In addition to the predicted protein-coding genes of our SAGs, we extracted the proteins-coding coding genes from GenBank files from the NCBI of exemplary extreme halophiles (Halobacterium sp. NRC1 and Salinibacter ruber), moderate halophiles (Chromohalobacter salexigens, Idomarina loihiensis L2TR and Nitrosococcus halophilus Nc4), as well those from typical marine bacterioplankton (Pelagibacter ubique HTCC1062, Pelagibacter sp. HTCC 7211, Nitrosopumilus maritimus SCM1, and Nitrococcus mobilis). The isoelectric points (pIs) of these proteomes were calculated using the “iep” script in the EMBOSS software package (v6.5.1; using the following settings: -amino 1 -termini YES –step 0.2.

Data deposition

This Whole Genome Shotgun project has been deposited at DDBJ/EMBL/GenBank under the Bioproject PRJNA291812. The accession numbers for the Individual SAGS are LHXJ00000000-LHYO00000000.

Additional Information

How to cite this article: Mwirichia, R. et al. Metabolic traits of an uncultured archaeal lineage -MSBL1- from brine pools of the Red Sea. Sci. Rep.6, 19181; doi: 10.1038/srep19181 (2016).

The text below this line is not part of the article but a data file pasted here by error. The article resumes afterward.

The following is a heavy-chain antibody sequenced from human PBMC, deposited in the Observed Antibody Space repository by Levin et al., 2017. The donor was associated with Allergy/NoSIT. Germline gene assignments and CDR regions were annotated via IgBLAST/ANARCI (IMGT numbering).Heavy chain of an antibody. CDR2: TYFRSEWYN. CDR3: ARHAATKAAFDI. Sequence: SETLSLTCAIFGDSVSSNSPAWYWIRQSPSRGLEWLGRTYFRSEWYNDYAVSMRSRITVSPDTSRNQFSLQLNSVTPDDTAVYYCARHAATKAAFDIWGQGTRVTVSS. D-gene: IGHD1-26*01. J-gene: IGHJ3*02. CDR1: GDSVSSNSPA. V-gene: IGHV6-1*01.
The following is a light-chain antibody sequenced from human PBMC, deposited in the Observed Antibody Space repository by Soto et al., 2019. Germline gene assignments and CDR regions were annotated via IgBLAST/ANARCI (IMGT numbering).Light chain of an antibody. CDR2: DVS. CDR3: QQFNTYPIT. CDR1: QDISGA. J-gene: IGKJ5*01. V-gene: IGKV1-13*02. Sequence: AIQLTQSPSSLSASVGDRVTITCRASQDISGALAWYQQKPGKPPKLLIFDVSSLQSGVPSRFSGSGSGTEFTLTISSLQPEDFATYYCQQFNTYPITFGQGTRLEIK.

1. Hugenholtz, P. & Kyrpides, N. C. A changing of the guard. Environmental Microbiology 11, 551–553, 10.1111/j.1462-2920.2009.01888.x (2009).

    Article  PubMed  Google Scholar 

  2. Marcy, Y. et al. Dissecting biological “dark matter” with single-cell genetic analysis of rare and uncultivated TM7 microbes from the human mouth. Proc Natl Acad Sci USA 104, 11889–11894, 10.1073/pnas.0704662104 (2007).

    Article  ADS  CAS  PubMed  Google Scholar 

  3. van der Wielen, P. W. et al. The enigma of prokaryotic life in deep hypersaline anoxic basins. Science 307, 121–123, 10.1126/science.1103569 (2005).

    Article  ADS  CAS  PubMed  Google Scholar 

  4. Yakimov, M. M. et al. Microbial life in the Lake Medee, the largest deep-sea salt-saturated formation. Sci Rep-Uk 3, Artn 3554, Doi 10.1038/Srep03554 (2013).